Despite being safer, you'll still want to use precautions when you work with any paint. If you're doing the painting, be sure that you have plenty of ventilation in the room. Before spending time in the room, allow the paint to dry for a few days. That will enable many of the VOCs to release. Follow your nose, as well—if you can smell the paint, you may want to give it more time.

Photography: Jennifer Lavelle

Explore These No-VOC Paint Brands

There are several “no-VOC” paint brands on the market. If you're painting yourself, you may want to try several samples to look for a consistency and coverage type that you would like to work with. There are plenty of options, and the market is growing, especially as consumer demand grows for cleaner, safer paint choices.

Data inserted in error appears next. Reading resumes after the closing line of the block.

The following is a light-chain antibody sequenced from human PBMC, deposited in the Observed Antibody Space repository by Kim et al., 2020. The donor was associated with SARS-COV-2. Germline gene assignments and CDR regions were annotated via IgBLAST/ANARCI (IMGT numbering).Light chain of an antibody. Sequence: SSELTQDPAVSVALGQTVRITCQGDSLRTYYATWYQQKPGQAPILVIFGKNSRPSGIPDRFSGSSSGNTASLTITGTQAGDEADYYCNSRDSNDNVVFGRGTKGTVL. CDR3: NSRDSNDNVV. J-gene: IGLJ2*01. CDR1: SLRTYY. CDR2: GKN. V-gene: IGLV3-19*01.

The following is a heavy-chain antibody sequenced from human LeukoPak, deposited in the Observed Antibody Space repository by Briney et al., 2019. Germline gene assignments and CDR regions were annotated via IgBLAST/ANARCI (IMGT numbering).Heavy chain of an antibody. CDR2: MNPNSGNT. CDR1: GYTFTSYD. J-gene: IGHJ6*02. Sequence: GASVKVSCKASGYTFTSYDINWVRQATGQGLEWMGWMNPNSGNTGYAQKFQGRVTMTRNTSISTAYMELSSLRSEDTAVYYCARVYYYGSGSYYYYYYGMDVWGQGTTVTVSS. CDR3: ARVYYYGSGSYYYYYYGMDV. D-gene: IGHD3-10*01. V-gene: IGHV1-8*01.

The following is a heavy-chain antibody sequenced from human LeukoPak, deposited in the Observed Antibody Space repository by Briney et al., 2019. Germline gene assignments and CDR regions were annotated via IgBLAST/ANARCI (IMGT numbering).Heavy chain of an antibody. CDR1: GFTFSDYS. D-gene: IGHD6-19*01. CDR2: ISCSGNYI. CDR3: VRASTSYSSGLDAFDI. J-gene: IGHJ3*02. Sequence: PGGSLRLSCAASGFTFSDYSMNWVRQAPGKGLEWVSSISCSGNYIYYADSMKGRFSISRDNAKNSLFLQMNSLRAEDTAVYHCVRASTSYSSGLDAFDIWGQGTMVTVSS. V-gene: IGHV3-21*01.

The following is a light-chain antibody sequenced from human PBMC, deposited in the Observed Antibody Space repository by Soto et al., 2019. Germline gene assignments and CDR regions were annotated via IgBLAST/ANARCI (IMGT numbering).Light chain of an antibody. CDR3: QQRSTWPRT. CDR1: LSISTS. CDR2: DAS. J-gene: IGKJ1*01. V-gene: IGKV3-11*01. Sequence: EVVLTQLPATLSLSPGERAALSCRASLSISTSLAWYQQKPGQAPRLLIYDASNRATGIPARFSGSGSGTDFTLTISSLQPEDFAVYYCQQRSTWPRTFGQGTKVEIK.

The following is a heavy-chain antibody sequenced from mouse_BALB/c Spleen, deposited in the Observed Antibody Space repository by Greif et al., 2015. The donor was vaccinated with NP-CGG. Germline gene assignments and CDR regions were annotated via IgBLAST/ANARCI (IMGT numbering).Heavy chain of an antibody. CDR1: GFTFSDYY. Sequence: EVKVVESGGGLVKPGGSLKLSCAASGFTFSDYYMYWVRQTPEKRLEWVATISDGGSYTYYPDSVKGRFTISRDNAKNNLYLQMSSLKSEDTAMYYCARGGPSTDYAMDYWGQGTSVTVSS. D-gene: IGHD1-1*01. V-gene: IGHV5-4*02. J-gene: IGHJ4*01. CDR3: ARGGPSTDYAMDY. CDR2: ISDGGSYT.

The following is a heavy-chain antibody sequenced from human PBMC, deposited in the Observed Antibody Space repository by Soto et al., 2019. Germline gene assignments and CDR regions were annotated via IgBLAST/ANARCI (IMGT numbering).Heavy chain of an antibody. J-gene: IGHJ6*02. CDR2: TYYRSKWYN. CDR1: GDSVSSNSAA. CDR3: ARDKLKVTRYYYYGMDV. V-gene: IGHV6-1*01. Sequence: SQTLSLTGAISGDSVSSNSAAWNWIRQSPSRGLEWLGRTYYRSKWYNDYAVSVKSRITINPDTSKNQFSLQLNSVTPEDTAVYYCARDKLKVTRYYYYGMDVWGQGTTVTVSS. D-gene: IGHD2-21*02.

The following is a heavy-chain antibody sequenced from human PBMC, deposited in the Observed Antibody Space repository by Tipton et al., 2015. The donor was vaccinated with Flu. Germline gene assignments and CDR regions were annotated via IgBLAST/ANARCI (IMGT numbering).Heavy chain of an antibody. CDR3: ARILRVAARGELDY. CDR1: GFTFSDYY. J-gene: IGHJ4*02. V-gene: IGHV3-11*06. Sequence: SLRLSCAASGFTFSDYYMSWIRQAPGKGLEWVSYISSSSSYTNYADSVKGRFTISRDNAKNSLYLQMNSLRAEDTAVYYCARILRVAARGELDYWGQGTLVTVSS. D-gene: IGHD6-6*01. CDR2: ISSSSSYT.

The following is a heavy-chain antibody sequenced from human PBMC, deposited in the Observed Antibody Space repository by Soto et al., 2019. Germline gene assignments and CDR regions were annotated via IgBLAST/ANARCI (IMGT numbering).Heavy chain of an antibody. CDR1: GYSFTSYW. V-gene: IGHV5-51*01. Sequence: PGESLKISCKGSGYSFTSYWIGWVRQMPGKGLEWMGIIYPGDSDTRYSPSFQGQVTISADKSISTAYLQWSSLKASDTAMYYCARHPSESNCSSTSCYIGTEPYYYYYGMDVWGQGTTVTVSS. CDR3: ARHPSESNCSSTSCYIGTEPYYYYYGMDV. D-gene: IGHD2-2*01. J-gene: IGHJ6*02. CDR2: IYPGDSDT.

Here are 12 great less-toxic paint choices to explore.

1. SafeCoat from AFM

SafeCoat zero-VOC paint was developed for use in healthcare, making it an excellent choice for those who are sensitive to chemicals in traditional paint. Their formula dries quickly to seal in the VOC release and protect users from off-gassing.

2. ECOS Paint

ECOS is a water-based paint with zero-VOCs and a very low odor. It was initially created for people who were sensitive to chemical compounds. ECOS offers color matching as well, so if you find a different brand's color, reach out to see if they will recreate the option.

3. Natura from Benjamin Moore